Media is the conscience keeper of society. When the government fails to operate according to the norms of governance, it is the duty of media to report it. This is more so in times of war, when people accept the curbing some of their fundamental freedoms in the national interest. Unfortunately, the Sri Lankan media feels increasingly insecure when they face violence and intimidation directly or indirectly from elements of government or suspected to have close connections with it.

President Rajapaksa had been enjoying better press than his predecessors and most of the other politicians. In spite of this, his repeated reassurances on media freedom have not made much headway because other limbs of the government continue add a new episode to media confrontation almost daily. What is surprising is the government attitude to the media trying to report on the war, when only government is the "authorised source" of information. The latest in the government's firing line was the BBC Sandeshaya for quoting the civilian casualty figures given by a representative of Mullaittivu hospital in its report. Media men dig for news from any available source when they are denied independent access to the happenings. This is what is happening .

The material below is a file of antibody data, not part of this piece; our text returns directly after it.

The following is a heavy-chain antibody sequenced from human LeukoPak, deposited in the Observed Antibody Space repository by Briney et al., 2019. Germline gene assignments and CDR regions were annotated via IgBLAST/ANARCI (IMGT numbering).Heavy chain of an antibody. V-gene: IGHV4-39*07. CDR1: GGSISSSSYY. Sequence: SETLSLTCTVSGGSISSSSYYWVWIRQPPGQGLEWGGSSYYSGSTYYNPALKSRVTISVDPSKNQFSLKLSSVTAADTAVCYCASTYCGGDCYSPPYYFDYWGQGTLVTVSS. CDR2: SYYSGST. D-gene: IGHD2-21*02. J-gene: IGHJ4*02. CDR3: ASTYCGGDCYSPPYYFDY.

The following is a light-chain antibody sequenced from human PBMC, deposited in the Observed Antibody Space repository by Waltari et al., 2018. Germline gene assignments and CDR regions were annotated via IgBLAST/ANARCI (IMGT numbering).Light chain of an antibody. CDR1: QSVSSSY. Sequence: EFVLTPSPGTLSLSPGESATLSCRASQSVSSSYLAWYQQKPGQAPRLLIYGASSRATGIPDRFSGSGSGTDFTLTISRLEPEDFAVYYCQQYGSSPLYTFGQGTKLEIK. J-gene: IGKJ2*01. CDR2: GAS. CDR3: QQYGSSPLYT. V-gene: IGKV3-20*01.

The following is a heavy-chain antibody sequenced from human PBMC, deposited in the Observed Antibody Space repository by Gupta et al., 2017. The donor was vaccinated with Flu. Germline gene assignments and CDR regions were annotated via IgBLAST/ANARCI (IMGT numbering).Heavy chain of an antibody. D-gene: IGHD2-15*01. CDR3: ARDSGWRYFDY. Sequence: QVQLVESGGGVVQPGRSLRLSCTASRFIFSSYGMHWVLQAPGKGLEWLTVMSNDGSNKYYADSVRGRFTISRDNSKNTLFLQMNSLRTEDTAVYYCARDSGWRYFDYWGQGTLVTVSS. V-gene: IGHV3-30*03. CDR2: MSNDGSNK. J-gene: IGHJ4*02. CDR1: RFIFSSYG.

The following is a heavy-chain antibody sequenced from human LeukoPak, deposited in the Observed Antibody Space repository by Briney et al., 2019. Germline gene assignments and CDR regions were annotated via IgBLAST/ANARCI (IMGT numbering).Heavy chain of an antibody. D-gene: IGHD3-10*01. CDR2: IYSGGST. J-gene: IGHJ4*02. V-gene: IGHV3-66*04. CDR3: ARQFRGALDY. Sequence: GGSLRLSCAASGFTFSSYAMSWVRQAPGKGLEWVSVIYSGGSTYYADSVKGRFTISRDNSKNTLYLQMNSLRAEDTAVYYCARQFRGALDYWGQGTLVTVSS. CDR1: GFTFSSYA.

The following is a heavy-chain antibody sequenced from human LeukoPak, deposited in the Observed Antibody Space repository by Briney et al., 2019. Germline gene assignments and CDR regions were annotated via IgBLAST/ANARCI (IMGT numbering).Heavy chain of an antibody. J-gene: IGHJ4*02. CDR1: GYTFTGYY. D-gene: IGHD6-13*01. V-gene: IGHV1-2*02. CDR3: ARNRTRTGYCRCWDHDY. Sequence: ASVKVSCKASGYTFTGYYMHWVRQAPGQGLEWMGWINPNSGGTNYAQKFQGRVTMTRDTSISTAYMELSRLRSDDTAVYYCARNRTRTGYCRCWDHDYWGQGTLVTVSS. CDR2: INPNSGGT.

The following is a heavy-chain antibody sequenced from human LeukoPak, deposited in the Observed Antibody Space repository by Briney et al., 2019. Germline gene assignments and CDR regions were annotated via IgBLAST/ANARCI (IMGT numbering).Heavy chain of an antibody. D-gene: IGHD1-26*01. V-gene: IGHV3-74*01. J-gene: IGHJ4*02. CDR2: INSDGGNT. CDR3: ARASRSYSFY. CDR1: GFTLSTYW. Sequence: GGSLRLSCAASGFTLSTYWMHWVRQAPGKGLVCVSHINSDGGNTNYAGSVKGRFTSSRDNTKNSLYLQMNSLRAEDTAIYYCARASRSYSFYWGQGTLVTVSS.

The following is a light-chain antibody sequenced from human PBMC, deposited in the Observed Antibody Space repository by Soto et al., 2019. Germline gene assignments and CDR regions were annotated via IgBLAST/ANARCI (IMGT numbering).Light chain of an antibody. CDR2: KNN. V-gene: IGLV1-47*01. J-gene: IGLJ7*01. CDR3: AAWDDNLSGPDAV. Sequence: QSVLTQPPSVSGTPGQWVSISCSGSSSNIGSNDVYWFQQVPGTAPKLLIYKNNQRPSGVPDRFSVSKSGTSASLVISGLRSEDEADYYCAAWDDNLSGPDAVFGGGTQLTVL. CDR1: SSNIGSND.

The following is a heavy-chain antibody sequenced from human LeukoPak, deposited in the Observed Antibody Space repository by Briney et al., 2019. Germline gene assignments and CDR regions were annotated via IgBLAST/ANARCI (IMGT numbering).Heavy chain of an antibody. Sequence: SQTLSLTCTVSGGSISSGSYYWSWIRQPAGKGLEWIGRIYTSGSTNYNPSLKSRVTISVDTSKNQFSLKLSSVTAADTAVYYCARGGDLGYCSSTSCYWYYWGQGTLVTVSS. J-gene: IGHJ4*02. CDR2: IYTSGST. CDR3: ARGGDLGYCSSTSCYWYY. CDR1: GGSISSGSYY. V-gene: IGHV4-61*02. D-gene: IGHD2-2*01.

Victory in war is a heady thing. It can cloud government's perspectives on fundamental issues of governance. Victories in battlefields would not mean much in the long run if people do not feel secure and trust the government. The opposition Janatha Vimuthi Peramuna leader put it aptly: "These war victories can be meaningful to the people only when democracy is restored." Unfortunately, Sri Lanka is giving the impression that this is not happening.

(Col. R Hariharan, a retired Military Intelligence specialist on South Asia, served as the head of intelligence of the Indian Peace Keeping Force in Sri Lanka 1987-90.He is associated with the South Asia Analysis Group and the Chennai Centre for China Studies. E-mail:colhari@yahoo.com)
- Sri Lanka Guardian